Davis: Today I think mentors are extremely helpful. Back in the '70s, mentors were essential. A woman could not get into management or into leadership in the association system without a mentor. Today it's helpful but not essential.
Deal: It can be done without that extra boost is what you're saying, and I agree.
Brown: My next mentor was a woman broker I worked for who had been the first woman president of my local association. She said to me in 1981, ''You really should run for president.'' I had not thought about it until that moment. I said, ''What do you mean?'' ''You should; you'd be very good,'' she said. I don't know whether you call that a mentor, but she certainly put the idea in my mind.
Deal: Well, she caused you to believe a little more in yourself, and that's very important in accomplishing goals.
Did the mind-set, the perception, the limitations you grew up with, prevent you from seeing or even thinking of the possibilities?
Deal: My mom never worked until the children were grown and out of the house. When I grew up, my role was to be a wife and mother and to take care of the children first--a career was something that happened to me out of necessity because of the events in my life. And had I not had the mentors I had who said, ''You not only can do this, you have a right to do this,'' to encourage my thinking, I don't know what I would have done.
Davis: People mentor you because it's to their advantage to mentor you. There was a man who was owner-manager of the company I was with who made me believe in myself as a young person. I didn't see the talent or the leadership ability that he saw, and he encouraged me for the broker's license, encouraged me to start teaching and training, and encouraged me to be a branch manager. But there was a reason for that. One of the reasons was that I was a high producer who had a teaching degree and some ability. He saw the package he could put together for the betterment of the company.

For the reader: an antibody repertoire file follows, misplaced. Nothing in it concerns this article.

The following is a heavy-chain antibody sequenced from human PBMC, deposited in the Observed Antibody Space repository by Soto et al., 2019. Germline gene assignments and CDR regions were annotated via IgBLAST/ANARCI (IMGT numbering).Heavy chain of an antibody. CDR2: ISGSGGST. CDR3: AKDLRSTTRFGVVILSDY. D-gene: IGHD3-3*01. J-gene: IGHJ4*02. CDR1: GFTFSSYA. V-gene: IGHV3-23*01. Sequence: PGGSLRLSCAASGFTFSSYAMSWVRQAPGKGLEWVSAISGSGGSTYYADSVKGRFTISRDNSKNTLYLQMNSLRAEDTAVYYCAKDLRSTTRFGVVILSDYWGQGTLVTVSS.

Do women have the competitive drive to break the glass ceiling?
Brown: Are any two men equal? No. They fight with each other. They argue with each other. They beat each other up to compete tremendously. I just don't know that we do that. There is this joke: A young man is being interviewed for a job by the president of a company. The president asks, ''And what job would you like?'' And the young man answers, ''Yours!'' Do women think that way? We should. Men want that job. That's the one we should want.
Davis: About 15 years ago, when opportunities started opening up for women, women weren't really put in a very collaborative mode, because if there was only one spot for a woman, you found a woman trying to catch the eye of the man who was going to put her in that spot. Women didn't really want to help one another, because there was only one spot open for a woman, so women were competing viciously for that one spot. Later, a lot of gals got together initially to network. Then what kept them together was they found out it was fun to get together with other women and talk business and politics and economics and all of those subjects that were not considered women's subjects. They found out that women could make up a ''good old gals system'' just like the ''good old boys.'' I mean, it's fun. I think we've learned to like one another, which has helped open doors, too, and break down barriers.
What kind of support can women expect when they start to move upward? Will there be support from other women?
Brown: There's the perception that women don't support one another. And we don't. Because either we're jealous of one another or there's only one spot. That's not going to go away, as I see it.
Deal: I agree it hasn't completely gone away, but I do think it's improving. And one of the benefits we're learning is that we can support one another and still do our own thing, and assist other people up the ladder as well. In a perfect world, we'd all be able to recognize that men in businesses behave in a certain way, and some of the things they do are very good and very beneficial. But women, too, network in their own way and do things that are very beneficial. We can learn from one another and bring the strengths to the table that each has. To me that would be the ideal.
Brown: Why are we talking about the differences? Isn't that interesting? We should really be talking about the sameness of the people on the job, in the workplace, in the club, in the group, in the association, in the office.
Deal: That's perhaps because the barriers aren't completely down in the REALTOR® organization. Maybe that's the next level that we need to break through.
Davis: And that's the next generation.
PART II: In the December issue, the panelists address the problems women encounter in taking on management and leadership roles in their companies and in the real estate organization.